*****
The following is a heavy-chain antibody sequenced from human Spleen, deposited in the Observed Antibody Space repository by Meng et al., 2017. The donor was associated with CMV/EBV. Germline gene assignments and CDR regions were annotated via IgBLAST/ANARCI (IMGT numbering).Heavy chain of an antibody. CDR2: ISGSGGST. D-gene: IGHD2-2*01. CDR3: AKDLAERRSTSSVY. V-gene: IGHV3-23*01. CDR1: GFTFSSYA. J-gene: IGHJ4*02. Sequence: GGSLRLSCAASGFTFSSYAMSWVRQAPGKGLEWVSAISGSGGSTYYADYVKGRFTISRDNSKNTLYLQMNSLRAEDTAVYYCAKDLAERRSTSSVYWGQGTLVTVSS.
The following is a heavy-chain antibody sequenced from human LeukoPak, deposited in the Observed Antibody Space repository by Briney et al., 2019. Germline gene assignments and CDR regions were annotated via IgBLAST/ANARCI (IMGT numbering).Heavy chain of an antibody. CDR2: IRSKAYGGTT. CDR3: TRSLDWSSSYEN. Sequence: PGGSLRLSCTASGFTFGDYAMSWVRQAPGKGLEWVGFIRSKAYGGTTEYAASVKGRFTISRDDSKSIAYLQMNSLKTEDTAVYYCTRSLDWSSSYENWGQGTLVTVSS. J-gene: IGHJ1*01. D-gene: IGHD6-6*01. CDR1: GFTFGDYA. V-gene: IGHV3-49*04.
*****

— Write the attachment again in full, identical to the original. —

The following is a heavy-chain antibody sequenced from human Spleen, deposited in the Observed Antibody Space repository by Meng et al., 2017. The donor was associated with CMV/EBV. Germline gene assignments and CDR regions were annotated via IgBLAST/ANARCI (IMGT numbering).Heavy chain of an antibody. CDR2: ISGSGGST. D-gene: IGHD2-2*01. CDR3: AKDLAERRSTSSVY. V-gene: IGHV3-23*01. CDR1: GFTFSSYA. J-gene: IGHJ4*02. Sequence: GGSLRLSCAASGFTFSSYAMSWVRQAPGKGLEWVSAISGSGGSTYYADYVKGRFTISRDNSKNTLYLQMNSLRAEDTAVYYCAKDLAERRSTSSVYWGQGTLVTVSS.
The following is a heavy-chain antibody sequenced from human LeukoPak, deposited in the Observed Antibody Space repository by Briney et al., 2019. Germline gene assignments and CDR regions were annotated via IgBLAST/ANARCI (IMGT numbering).Heavy chain of an antibody. CDR2: IRSKAYGGTT. CDR3: TRSLDWSSSYEN. Sequence: PGGSLRLSCTASGFTFGDYAMSWVRQAPGKGLEWVGFIRSKAYGGTTEYAASVKGRFTISRDDSKSIAYLQMNSLKTEDTAVYYCTRSLDWSSSYENWGQGTLVTVSS. J-gene: IGHJ1*01. D-gene: IGHD6-6*01. CDR1: GFTFGDYA. V-gene: IGHV3-49*04.